The Neutral Bay houses of Stacey Arthur Neave

There are at least five buildings in North Sydney associated with Stacey Arthur Neave who, with his partner of William Hardy Wilson, pioneered the Georgian Revival architecture on Sydney's north shore. 

The earliest is the cottage, ‘Walden’, built for Miss Mary Davey (sometimes spelled Davy) at the corner of Wycombe and Kurraba Road, formerly 73 Kurraba Road and now 23a Wycombe Road.

In the late 19th century the Davey family owned ‘Clee Villa’, built in 1832, and leased the waterfront estate surrounding it from the Cooper family. The land was progressively subdivided and developed but much of it remained with the Davey family. As a result, Mary, her sisters and brother William came to own many houses in Neutral Bay. Such was this property portfolio by 1915 that Mary was able to lend one of her houses, ‘Rathmore’ at 15 Wycombe Road, to the Red Cross as a convalescent home for officers returned from the Great War.

Mary was the daughter of Abraham and Jane Davey, English Quakers who migrated to Sydney in the 1830s. Although it seems she never lived in ‘Walden’, Mary’s choice of house name almost certainly refers to Saffron Walden, the Davey family’s home town in Essex which had long been a centre for Quakers. As was often the case, the immigrant’s memory of one place was kept alive in another.

It would also seem that family connections gave Stacey Arthur Neave his first chance to realise the architectural ideas he absorbed during his extensive European and American tours, sometimes accompanied by his friend William Hardy Wilson, sometimes alone. Mary Davey was Neave's aunt. His name appears as the architect on the Building Application for ‘Walden’ in 1910. The following year Neave entered into his partnership with Wilson. Architectural historian Howard Tanner has suggested that 'Wilson's influence [is shown] in modifications to the original design' of Walden. (William Hardy Wilson: a 20th Century Colonial 1881-1955, National Trust of Australia, NSW, 1980, p.85)

‘Walden’ was possibly the first Georgian Revival house to appear in Neutral Bay, a suburb given over almost entirely to the still fashionable English Revival styles against which this revived classicism reacted. Neave’s design must have clearly evoked the architecture of an earlier time, still manifest locally in waterfront bungalows such as ‘Craignathan’.

With her sister Jane, Mary also owned nearby ‘Wavertree’, at No.65 Kurraba Road, a house of uncertain style built in 1885 by the Daveys and rented out to merchant and later insurance manager, Alexander McKnight. Here transplanted names again evidenced the strong links between the centre and periphery of Empire; for Wavertree was the area of Liverpool from where McKnight hailed.

At some point around 1914, ‘Wavertree’ was transformed into a very different house. No single document showing the demolition of one house and the construction of another survives in Council archives. A Building Application in 1914 refers only to the addition of ‘two rooms in brick’. But Council Rate and Vaulation Books show ownership passing from Miss Davey to Stacey Arthur Neave and the Improved Capital Value jumping substantially from £1210 to £2500 suggesting the substantial transformation, if not complete replacement, of ‘Wavertree’ by the 1920s. The fate of old ‘Wavertree’ is interesting given William Hardy Wilson’s later views on the need to preserve built heritage.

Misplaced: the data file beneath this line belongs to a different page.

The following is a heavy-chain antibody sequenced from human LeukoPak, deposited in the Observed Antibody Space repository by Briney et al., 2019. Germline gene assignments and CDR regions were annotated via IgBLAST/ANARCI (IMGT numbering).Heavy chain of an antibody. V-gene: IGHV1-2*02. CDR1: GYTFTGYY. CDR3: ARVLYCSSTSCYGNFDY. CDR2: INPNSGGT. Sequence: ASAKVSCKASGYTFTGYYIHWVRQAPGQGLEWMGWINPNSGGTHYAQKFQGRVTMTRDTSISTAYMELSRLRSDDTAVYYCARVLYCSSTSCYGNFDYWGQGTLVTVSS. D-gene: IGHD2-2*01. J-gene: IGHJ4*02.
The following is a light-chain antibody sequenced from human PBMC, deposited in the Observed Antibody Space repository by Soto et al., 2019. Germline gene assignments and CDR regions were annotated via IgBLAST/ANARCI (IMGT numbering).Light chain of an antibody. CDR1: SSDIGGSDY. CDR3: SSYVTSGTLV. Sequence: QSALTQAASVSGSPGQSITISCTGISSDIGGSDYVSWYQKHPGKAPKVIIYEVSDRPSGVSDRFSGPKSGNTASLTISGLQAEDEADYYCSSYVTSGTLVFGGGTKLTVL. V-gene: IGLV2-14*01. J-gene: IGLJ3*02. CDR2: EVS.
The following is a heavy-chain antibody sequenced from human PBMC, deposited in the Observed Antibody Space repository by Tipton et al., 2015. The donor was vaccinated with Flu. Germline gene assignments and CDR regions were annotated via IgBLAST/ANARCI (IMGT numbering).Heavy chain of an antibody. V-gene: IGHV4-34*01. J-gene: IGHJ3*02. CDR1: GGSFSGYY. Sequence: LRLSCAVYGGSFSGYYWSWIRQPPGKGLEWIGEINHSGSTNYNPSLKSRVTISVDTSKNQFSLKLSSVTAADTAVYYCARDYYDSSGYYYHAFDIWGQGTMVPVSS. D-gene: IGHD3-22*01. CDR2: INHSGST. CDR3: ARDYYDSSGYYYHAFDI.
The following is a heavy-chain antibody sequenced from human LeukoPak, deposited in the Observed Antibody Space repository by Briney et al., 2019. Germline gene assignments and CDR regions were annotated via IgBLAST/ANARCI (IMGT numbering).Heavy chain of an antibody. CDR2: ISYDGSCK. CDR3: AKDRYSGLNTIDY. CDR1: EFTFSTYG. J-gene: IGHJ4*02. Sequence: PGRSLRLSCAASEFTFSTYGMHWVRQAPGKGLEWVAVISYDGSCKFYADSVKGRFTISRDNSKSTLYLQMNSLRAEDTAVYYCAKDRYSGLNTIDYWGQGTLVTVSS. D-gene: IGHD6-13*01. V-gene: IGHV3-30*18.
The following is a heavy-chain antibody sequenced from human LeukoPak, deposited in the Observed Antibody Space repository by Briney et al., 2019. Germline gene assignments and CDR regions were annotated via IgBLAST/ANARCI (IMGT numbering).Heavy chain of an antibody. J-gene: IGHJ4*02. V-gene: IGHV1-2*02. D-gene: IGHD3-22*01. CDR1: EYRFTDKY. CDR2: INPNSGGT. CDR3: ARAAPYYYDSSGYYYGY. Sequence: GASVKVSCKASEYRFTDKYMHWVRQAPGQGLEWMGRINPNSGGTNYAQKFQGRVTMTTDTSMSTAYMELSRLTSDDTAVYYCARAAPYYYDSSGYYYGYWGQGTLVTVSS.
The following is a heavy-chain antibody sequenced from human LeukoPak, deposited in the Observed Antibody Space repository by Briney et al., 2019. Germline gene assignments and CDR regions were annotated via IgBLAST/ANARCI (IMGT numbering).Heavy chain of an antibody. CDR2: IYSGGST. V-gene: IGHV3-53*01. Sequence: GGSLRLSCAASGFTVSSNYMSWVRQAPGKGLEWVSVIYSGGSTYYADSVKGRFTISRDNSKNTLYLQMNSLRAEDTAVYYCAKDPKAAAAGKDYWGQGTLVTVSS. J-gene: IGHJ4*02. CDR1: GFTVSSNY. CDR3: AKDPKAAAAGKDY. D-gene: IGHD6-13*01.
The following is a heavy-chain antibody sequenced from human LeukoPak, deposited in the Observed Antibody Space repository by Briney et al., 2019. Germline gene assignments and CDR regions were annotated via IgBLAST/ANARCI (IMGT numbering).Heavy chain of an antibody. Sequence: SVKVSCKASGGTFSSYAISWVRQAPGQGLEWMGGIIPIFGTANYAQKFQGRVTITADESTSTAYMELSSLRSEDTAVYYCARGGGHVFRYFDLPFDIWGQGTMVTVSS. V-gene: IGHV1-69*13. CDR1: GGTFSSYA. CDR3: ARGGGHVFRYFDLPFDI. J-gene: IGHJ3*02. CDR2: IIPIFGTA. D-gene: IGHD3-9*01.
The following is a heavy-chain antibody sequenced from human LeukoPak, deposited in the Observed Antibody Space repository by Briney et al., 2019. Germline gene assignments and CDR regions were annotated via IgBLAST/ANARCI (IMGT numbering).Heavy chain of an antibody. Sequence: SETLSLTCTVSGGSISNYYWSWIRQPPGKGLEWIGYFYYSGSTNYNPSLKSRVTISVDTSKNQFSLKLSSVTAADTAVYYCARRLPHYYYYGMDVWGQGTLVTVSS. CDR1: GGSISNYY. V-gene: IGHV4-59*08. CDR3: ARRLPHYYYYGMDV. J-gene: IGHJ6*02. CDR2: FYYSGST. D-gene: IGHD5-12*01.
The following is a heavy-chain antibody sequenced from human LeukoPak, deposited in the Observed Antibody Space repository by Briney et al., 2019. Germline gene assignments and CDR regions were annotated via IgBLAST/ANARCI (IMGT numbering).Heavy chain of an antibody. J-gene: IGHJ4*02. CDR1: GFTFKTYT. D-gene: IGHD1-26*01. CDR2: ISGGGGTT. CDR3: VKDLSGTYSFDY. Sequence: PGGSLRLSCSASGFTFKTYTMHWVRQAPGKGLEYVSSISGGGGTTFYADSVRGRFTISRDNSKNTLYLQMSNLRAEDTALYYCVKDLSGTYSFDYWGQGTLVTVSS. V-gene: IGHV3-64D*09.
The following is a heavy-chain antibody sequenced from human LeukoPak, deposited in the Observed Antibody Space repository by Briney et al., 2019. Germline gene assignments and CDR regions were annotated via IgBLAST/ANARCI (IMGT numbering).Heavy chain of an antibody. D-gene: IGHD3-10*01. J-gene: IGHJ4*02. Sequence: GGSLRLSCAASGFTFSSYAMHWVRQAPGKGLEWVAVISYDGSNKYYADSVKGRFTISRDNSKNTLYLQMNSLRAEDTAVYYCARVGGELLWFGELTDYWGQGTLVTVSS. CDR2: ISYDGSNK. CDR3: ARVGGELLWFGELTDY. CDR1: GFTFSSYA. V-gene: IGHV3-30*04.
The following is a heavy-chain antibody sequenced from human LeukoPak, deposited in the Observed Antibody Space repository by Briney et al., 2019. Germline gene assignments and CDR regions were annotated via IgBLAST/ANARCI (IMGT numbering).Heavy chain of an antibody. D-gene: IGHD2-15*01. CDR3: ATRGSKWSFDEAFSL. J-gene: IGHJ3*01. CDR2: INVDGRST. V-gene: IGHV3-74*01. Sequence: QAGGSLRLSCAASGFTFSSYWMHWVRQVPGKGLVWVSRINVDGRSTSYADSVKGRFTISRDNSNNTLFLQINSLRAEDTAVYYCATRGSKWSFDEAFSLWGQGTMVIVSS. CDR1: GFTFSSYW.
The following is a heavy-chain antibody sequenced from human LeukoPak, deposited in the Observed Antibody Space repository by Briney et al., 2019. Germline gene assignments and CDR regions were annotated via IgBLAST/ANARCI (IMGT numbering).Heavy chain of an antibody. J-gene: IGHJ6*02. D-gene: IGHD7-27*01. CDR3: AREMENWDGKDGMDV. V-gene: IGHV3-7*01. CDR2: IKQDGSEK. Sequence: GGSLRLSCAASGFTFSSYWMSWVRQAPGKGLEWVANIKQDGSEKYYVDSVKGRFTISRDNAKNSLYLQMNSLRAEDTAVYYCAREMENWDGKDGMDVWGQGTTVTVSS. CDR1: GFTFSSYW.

The new house was a large Georgian Revival structure with shuttered windows and a four columned classical portico, or sheltered entrance, similar to those early Australian house entrances famously drawn by Wilson and published in Old Colonial Architecture in New South Wales and Tasmania in 1924. Neave remained the owner, but not the occupant, for many years.

The local revival of the Georgian form continued a little further along Kurraba Road at No.75 in 1924, on a Clee Villa estate lot which Stacey’s brother Bevan Walter Neave had owned for many years. The presence of the Davey family was a clearly significant impetus for Neave and Wilson’s work in Neutral Bay. Though smaller than ‘Wavertree’, Bevan’s house was still a substantial two-storey dwelling of perfect symmetry with shuttered windows and a classical portico which featured pilasters rather than free-standing columns.

John Berry joined the Neave and Wilsons' practice of in 1920. In 1924 the firm designed another house nearby at 1 Honda Avenue, Neutral Bay. Built for then Assistant Professor Henry Tasman Lovell, who pioneered the teaching of psychology at the University of Sydney, the house typified the restraint that Neo-Georgians equated with taste. There was no columned portico. The only decorative elements were a fanlight motif in relief above the entrance and ‘string coursing’ – a single strip of rendered brick distinguishing upper and lower storeys. Set back on a deep low block, it was designed without lower floor windows flanking the door – possibly because of the location of groundfloor fireplaces. The original elevation drawing showed two small trees balancing the entrance in place of windows. Wilson was overseas in 1923 and 1924 and his role in the design of 'Honda' is unclear.

In 1927 Stacey Neave and John Berry successfully applied their Georgian aesthetic to the apartment building, 'Alcombe'. Their two storey block, at 14 Harrison Street, Neutral Bay, sat as an elegant counterpoint to the English Revival / Federation era bungalows and villas that lined that street and had already defined the character of the area. Though never dominant as a local style, the Georgian-Revival and the related Mediterranean styles were, by then, synonymous with taste and refinement.